The Dark Tower IV: Wizard and GlassWhat, you didn’t realize Stephen King, the master of horror, was a romantic at heart? I beg to differ. Some of his greatest works have featured couples, from the first blush of young love to the seasoned affection of long-term blood, um, bliss.

And what better time that Halloween to look at Stevie’s ten greatest love stories?

Susan and Roland.

Teen lovers in The Dark Tower IV: Wizard and Glass, these two give Romeo and Juliet a run for their money as they conduct a clandestine love affair, sexually christening every abandoned building in the barony of Mejis. Sadly, in the end, 14-year-old Roland rides off to save the world, leaving 16-year-old Susan to be painted like a scarecrow and burned to death by ravening villagers in the harvest bonfire. Those May-December romances never work.

Susan and Ben.

In Salem’s Lot, novelist Ben moves back to his hometown of Jerusalem’s Lot and begins a romance with Susan (one of the two people who actually bought Ben’s first novel). Unfortunately, after Ben begins writing a book about an evil abandoned mansion in town, he learns it’s a vampire lair and Susan gets turned all fangy. Ben does the noble thing and stakes her through the heart. Someone named Susan must have made Mr. King very, very angry. (Remember, Stevie, the name’s Suzanne, not Susan.)

[But wait, there's more!...]

Sep 28 2012 9:30am

Bored with Bloodsuckers? Or “Fangs Forever!”?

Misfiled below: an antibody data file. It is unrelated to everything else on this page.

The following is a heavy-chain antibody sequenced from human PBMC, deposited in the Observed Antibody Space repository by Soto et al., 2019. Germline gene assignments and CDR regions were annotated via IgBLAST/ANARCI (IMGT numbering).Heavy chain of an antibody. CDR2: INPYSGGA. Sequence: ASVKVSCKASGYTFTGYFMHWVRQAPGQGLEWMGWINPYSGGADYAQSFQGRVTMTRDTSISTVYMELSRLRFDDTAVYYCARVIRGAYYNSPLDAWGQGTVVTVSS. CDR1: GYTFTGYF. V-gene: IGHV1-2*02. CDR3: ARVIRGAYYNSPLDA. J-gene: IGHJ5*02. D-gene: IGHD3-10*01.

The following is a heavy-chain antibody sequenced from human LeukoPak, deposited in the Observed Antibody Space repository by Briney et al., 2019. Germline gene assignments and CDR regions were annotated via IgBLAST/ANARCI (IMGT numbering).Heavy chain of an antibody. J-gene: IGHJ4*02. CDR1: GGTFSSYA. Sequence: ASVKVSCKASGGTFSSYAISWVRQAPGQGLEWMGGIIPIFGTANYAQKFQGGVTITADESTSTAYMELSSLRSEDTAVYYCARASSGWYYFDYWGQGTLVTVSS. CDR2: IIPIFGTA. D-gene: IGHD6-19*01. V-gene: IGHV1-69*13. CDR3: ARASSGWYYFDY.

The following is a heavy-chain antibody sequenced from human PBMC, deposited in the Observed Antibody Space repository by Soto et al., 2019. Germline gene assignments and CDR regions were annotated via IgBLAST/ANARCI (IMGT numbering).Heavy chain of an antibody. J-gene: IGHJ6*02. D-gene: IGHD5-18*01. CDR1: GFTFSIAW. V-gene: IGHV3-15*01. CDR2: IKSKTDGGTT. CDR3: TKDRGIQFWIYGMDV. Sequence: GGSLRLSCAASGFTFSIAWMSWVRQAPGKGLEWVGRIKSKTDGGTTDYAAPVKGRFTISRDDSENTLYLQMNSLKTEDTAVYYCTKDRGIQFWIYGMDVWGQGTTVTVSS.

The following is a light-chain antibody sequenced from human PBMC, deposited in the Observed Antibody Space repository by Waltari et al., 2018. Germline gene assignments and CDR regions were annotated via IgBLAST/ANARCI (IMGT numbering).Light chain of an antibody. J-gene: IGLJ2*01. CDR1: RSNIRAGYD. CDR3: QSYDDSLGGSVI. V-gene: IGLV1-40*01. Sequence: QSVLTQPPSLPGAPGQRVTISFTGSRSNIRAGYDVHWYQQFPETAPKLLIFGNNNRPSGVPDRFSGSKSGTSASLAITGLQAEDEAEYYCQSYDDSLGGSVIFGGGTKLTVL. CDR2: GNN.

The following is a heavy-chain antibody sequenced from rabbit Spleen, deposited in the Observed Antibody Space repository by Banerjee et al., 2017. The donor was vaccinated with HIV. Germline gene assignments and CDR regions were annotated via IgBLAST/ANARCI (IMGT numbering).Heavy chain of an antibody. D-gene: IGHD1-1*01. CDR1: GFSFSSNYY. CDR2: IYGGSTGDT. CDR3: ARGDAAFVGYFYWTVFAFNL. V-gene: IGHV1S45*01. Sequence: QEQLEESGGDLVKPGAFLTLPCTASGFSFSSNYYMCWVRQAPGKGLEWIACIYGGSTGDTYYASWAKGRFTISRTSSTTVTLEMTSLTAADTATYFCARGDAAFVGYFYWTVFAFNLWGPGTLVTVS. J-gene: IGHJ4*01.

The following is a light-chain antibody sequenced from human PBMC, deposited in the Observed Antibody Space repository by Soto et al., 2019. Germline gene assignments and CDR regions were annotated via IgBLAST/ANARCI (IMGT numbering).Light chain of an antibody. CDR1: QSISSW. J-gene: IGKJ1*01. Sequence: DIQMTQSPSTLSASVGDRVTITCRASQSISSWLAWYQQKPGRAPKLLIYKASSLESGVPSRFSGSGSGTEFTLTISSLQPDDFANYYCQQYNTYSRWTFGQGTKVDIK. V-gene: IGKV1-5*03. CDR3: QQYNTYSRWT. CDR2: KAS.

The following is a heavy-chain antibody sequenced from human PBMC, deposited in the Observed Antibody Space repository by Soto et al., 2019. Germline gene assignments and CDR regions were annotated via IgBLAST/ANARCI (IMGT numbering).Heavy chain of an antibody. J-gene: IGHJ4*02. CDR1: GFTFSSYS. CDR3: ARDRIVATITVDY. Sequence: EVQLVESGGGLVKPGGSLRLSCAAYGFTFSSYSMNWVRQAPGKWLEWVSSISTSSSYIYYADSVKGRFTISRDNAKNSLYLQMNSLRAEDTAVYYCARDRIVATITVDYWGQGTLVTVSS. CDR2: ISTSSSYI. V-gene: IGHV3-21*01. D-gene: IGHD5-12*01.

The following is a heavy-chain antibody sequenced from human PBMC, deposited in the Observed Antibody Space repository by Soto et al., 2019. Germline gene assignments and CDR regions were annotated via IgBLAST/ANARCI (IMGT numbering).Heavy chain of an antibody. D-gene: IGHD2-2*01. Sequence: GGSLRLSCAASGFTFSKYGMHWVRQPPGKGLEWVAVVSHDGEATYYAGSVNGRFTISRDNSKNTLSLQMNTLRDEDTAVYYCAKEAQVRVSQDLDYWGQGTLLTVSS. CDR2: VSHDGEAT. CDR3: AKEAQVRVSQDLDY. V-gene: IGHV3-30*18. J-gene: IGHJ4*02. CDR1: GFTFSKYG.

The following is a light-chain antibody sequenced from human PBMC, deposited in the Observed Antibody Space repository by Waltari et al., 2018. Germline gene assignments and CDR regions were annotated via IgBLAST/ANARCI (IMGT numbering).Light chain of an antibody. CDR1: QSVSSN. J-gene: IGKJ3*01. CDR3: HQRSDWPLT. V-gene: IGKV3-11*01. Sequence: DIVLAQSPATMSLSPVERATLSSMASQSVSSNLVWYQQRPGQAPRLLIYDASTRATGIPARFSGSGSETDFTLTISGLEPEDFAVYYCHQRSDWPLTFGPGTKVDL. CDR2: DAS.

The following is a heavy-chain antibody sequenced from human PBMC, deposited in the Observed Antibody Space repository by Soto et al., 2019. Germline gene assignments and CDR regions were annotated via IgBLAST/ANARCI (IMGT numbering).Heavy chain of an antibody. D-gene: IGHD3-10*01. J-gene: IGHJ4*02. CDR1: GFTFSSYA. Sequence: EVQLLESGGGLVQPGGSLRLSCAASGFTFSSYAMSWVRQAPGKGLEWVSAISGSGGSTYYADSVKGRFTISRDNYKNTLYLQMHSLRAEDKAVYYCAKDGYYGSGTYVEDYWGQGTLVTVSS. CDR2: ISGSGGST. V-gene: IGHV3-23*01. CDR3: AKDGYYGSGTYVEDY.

Vase of blood imageOkay, I’ll admit it. I love vampires. I like them undead, formerly human or a different race altogether, cold and scary, or hot and sexy. They might live the life of the undead in Victorian England, rule over a palatial mountain enclave in Romania, stalk the alleys of an American metropolis, or make a cave their home. (I mean, seriously, would you throw Bones out of bed just because of the cave thing?)

Gotta say: The sparkling-in-sunlight business almost drove me away, but then JR Ward released the first book in a new vhampire series called the Black Dagger Brotherhood, and the world righted itself. In fact, the fanged had never looked better.

(Did you realize that Dark Lover, the first Black Dagger book, and Twilight came out within a month of each other? Talk about the yin and yang of vampires.)

[Bite me...]

Aug 30 2012 2:00pm

Is Laurell K. Hamilton’s Anita Blake the First Urban Fantasy Hero?

Guilty Pleasures by Laurell K. HamiltonMore years ago than I want to admit (okay, it was eighteen) my friend Meg thrust a trio of paperback books at me. “You have to read these,” she said. “They’re about vampires.”

The books were written by an unfamiliar author—Laurell K. Hamilton—and had the ominous names of Guilty Pleasures, The Laughing Corpse, and Circus of the Damned. Until this point, Meg had mostly cajoled me into reading cozy mysteries, and these books didn’t sound cozy.

They weren’t—not even close. And they blew me away, unlike anything I’d read to that point. Since that time, say what you will about whether or not the Anita Blake Vampire Hunter series has veered into “vampire porn,” what we’ve come to know as urban fantasy and paranormal romance owes Anita a nod of acknowledgment.